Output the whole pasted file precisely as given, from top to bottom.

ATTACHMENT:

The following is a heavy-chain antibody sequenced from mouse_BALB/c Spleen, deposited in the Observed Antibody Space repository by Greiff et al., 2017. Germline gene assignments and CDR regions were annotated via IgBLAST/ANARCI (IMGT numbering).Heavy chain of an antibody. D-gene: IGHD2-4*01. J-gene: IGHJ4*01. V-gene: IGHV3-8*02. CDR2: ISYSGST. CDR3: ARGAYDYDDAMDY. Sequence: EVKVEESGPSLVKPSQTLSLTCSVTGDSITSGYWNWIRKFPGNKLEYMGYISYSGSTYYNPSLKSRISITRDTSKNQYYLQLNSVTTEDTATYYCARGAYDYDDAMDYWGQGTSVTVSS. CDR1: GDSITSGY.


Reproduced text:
The following is a heavy-chain antibody sequenced from mouse_BALB/c Spleen, deposited in the Observed Antibody Space repository by Greiff et al., 2017. Germline gene assignments and CDR regions were annotated via IgBLAST/ANARCI (IMGT numbering).Heavy chain of an antibody. D-gene: IGHD2-4*01. J-gene: IGHJ4*01. V-gene: IGHV3-8*02. CDR2: ISYSGST. CDR3: ARGAYDYDDAMDY. Sequence: EVKVEESGPSLVKPSQTLSLTCSVTGDSITSGYWNWIRKFPGNKLEYMGYISYSGSTYYNPSLKSRISITRDTSKNQYYLQLNSVTTEDTATYYCARGAYDYDDAMDYWGQGTSVTVSS. CDR1: GDSITSGY.